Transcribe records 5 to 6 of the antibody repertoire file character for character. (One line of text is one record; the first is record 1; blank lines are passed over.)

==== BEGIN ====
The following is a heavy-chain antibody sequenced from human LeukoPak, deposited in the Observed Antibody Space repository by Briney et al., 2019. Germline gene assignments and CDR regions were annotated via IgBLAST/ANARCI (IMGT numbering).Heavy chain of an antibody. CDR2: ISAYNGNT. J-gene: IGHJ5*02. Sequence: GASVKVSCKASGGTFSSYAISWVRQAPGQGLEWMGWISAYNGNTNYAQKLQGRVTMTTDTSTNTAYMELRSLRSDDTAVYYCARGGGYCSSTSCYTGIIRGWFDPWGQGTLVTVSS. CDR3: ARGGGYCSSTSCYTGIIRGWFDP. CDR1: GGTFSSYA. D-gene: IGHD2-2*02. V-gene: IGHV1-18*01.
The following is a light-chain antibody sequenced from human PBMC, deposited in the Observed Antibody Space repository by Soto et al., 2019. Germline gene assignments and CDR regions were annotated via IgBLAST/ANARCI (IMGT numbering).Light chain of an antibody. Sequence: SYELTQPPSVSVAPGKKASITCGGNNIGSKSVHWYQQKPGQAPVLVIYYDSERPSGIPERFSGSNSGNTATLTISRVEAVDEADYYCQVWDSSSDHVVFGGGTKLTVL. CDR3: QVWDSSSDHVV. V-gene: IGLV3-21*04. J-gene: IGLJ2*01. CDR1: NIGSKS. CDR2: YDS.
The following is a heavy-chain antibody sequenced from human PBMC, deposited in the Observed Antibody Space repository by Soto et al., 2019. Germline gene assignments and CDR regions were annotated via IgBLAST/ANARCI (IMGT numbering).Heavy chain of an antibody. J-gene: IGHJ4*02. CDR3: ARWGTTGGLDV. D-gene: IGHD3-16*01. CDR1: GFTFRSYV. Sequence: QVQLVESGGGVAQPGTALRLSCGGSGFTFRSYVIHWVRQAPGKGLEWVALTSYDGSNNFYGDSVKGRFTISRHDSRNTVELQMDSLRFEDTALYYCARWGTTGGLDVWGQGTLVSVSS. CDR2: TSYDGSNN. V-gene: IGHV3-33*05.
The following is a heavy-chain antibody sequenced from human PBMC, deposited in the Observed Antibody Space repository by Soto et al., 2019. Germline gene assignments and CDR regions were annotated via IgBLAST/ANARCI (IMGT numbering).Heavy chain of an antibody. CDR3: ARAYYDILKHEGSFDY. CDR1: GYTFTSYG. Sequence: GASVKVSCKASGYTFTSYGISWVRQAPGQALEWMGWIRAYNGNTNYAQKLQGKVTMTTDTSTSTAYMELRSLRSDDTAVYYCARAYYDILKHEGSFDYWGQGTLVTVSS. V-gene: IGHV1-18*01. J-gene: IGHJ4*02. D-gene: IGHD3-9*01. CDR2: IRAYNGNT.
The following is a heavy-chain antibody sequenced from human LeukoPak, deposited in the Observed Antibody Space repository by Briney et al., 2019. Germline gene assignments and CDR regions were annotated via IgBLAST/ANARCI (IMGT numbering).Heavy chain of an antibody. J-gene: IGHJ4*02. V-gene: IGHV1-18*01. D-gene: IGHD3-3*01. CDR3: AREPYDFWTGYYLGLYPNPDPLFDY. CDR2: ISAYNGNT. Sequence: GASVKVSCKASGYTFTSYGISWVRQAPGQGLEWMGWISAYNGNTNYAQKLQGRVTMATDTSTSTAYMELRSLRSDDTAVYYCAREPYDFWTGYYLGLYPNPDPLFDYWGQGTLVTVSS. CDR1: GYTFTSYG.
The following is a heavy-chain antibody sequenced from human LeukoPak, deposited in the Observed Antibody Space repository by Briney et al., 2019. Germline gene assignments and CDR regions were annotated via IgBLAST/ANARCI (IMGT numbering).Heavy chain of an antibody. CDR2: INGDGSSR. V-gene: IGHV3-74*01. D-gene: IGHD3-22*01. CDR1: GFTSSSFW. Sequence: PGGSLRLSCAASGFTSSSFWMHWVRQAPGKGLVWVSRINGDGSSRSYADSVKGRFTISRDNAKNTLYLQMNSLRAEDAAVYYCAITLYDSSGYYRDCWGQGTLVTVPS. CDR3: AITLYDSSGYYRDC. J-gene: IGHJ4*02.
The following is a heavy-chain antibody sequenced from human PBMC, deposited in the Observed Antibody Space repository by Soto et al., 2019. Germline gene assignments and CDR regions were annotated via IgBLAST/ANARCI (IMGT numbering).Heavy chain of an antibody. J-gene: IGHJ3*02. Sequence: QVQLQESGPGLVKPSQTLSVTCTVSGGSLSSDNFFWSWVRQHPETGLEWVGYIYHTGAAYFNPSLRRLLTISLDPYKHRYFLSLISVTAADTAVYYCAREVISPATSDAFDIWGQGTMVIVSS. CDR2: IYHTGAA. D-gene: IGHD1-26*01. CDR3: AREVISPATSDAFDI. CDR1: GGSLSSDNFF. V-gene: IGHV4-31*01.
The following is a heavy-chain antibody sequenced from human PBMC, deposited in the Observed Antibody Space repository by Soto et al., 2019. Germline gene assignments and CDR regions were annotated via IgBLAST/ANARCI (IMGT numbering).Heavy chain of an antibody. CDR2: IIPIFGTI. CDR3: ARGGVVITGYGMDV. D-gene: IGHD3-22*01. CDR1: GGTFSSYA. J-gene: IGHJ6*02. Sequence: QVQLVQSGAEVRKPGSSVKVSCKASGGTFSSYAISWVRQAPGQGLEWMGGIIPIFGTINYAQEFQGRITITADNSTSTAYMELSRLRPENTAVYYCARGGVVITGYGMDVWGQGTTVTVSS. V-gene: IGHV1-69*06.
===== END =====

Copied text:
The following is a heavy-chain antibody sequenced from human LeukoPak, deposited in the Observed Antibody Space repository by Briney et al., 2019. Germline gene assignments and CDR regions were annotated via IgBLAST/ANARCI (IMGT numbering).Heavy chain of an antibody. J-gene: IGHJ4*02. V-gene: IGHV1-18*01. D-gene: IGHD3-3*01. CDR3: AREPYDFWTGYYLGLYPNPDPLFDY. CDR2: ISAYNGNT. Sequence: GASVKVSCKASGYTFTSYGISWVRQAPGQGLEWMGWISAYNGNTNYAQKLQGRVTMATDTSTSTAYMELRSLRSDDTAVYYCAREPYDFWTGYYLGLYPNPDPLFDYWGQGTLVTVSS. CDR1: GYTFTSYG.
The following is a heavy-chain antibody sequenced from human LeukoPak, deposited in the Observed Antibody Space repository by Briney et al., 2019. Germline gene assignments and CDR regions were annotated via IgBLAST/ANARCI (IMGT numbering).Heavy chain of an antibody. CDR2: INGDGSSR. V-gene: IGHV3-74*01. D-gene: IGHD3-22*01. CDR1: GFTSSSFW. Sequence: PGGSLRLSCAASGFTSSSFWMHWVRQAPGKGLVWVSRINGDGSSRSYADSVKGRFTISRDNAKNTLYLQMNSLRAEDAAVYYCAITLYDSSGYYRDCWGQGTLVTVPS. CDR3: AITLYDSSGYYRDC. J-gene: IGHJ4*02.